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Peter Winick So I want to touch on a little bit with spending on it and talking about sort of creating the thought leadership teams being market savvy, whatever. Flip to the business side. Give me I mean, you’re in a in a really great position in that a you had a boutique firm, you had an exit. You exited to Covey, clearly one of the greatest firms in leadership development probably in our lifetimes. Right. I want to take it from the having your own firm, because there are a lot of boutique consultancies out there that, you know, they’re, you know, based on the IP of one person, two people, etc., what are the things they need to have in place to even be considered as an acquisition target? Because I think people have a not a true sense of what it might look like.

Curtis Bateman Yeah, Yeah, that’s a great question. And there’s there are, there are a lot of answers. Let me tell you my story, which is only one example, because for some it’s like revenues, some it’s client acquisition.

Peter Winick Some yeah it’s.

Curtis Bateman But for us it was three things that showed up as being relevant for COVID to look at us. Number one, we had some content to change content that was principle based, which matched the style of content COVID like, right? It wasn’t just skills training, it was actually foundational. And there was there was a set of principles underlying that are true in every circumstance.

Peter Winick So that universal principles because that I mean, right. That obviously lines up to the company that started seven habits, right?

Curtis Bateman That’s right. That’s right. And so if we didn’t have that, we would have never been a COVID candidate. Right. Okay. A second thing we had was we had a Fortune 50 client that they didn’t have on their list of clients who. Right. Oh, that’s good. And that helped a lot, right? It was helpful to have a 4050 client that they had never really found a foothold in.

Peter Winick But unpack that, because now they’re looking at. Okay, so if Curtis and Co has client X and there’s some changed stuff that they like, wow, we could ten X that client because we’ve got all this other stuff.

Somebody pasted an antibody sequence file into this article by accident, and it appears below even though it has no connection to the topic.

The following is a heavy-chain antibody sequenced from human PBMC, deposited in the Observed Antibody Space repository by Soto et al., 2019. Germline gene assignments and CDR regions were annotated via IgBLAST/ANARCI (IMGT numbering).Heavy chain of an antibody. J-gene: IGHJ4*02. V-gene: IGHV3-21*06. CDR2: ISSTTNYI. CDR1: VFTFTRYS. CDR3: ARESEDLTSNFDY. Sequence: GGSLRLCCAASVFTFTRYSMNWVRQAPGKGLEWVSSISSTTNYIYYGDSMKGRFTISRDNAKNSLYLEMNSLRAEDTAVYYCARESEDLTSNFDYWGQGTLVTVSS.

Curtis Bateman That’s right.

Peter Winick Because I think that’s important because clients there’s a self-selection with clients. You know, this is sort of a before the algorithm people that like covey like principle-based content, courtesy of content. Therefore, you’ve already got the beachhead there. So, I wouldn’t yeah.

Curtis Bateman It was a big, big idea. And you’re right, you don’t want to overlook that because the value of a client that’s that large and significant, tremendous opportunity.

Peter Winick Yeah.

Curtis Bateman The third thing was there were three of us that had a significant amount of industry experience that they wanted to bring into the business because they saw us as capable of making a contribution inside the organization.

Peter Winick Well, let’s do just a quick to keep people so you’ve got solid IP, you have principles client and then they’re buying talent.

Curtis Bateman Talent.

Peter Winick Right? So it’s an acquisition of talent, right?

Curtis Bateman Yep, that’s right. That’s exactly right. And three of us moved over and it was brilliant, right? That was brilliant for two of us really thrived. One of us didn’t. But that’s, I think, normal in an acquisition. It’s not always 100%.

Peter Winick And stay there for a minute on the on the top. Yeah. There’s often times there’s talent on a timer. Right. You’re going to excite the talent and everybody knows without saying it out loud, you know, maybe, okay, this will be 24 months to do the transition, whatever. But it depends on where that talent is. That’s how it might like be someone that’s just designed to be more of a solo. They might be later in their career. And this is the sunset. Or in your case, I would say. I don’t know if I would say it’s unusual, but it may not be typical that you’re making a transition from an entrepreneur to an employee that is entrepreneurial, which is different.